And now I'm writing about a midwife in 1888. So that love of the physical and deep interest in the miracle and work of birth continues.

Lucy Burdette aka Roberta Isleib said...

Thanks Joan! did you like the restaurant work?

Mark, absolutely--still time for lots of things!

Edith--can't wait to read about your historical midwife. It sounds like you had a million choices. Did you love linguistics as much, or feel you'd gone too far to turn around?

Edith Maxwell said...

I did love linguistics, and still do. Such a wide fascinating field. (And my second Quaker linguistics professor mystery will be out November 11!)

Ellen Kozak said...

"All roads lead to Rome"?

I had always intended to major in journalism but then I went to a college that had no journalism classes whatsoever, and only one "writing" class (taught by an essayist who thought my science fiction stories beneath bothering to read). So I majored in British Civilization (it was the Sixties) and went to law school by default (Didn't have enough credits in any one area to take a GRE). Eventually I wound up in media law because that is the only area of law that really interests me (well, now the Constitution, too, but that was by accident, because someone paid me to write a book about it and I became fascinated).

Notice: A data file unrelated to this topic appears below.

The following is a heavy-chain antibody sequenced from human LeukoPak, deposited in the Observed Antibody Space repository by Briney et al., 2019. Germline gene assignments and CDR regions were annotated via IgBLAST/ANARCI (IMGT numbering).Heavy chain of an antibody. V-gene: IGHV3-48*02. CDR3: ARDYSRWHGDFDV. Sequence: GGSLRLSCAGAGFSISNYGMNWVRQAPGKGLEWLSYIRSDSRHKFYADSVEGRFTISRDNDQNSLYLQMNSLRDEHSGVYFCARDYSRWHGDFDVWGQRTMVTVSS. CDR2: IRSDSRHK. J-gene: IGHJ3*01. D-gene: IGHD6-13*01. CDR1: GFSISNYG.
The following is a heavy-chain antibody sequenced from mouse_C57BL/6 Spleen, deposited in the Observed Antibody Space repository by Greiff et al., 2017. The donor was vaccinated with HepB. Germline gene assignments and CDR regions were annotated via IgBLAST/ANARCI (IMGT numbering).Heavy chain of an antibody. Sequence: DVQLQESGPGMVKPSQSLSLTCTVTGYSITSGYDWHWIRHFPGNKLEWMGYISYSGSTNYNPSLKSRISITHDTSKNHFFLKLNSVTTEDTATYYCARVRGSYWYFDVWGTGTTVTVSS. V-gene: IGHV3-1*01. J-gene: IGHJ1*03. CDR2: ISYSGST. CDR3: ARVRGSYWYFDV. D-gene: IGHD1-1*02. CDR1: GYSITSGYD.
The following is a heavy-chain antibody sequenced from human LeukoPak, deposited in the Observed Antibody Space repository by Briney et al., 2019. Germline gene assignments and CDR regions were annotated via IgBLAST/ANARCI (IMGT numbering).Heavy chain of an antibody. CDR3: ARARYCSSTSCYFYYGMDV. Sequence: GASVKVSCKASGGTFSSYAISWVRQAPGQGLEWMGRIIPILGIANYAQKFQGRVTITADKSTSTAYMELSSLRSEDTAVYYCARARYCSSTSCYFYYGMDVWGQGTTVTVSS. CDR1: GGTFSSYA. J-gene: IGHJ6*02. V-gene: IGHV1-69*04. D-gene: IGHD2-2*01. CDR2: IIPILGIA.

It wasn't until much later that I realized that if I'd gone into journalism, I'd have gotten bored and probably would have gone to law school to learn about copyrights, media law, etc. And maybe the Constitution (via the First Amendment).

Sometimes you wind up where you're supposed to be.

FChurch said...

What an insightful comment, Lucy--did Edith feel she'd gone too far to turn around with her linguistics PhD. That was the case with me--up to my neck in a PhD program when I finally realized that I loved the subject, but not the teaching/career part of being an archaeologist. Finished the PhD, but sidetracked into cultural resource management--very informal offices, short stays in the field, learning new stuff by the seat of my pants--analyses, preservation law, etc. Lots of report writing. All of that made me more resilient, a better writer and editor, and showed me that I could succeed at anything if I was willing to work hard.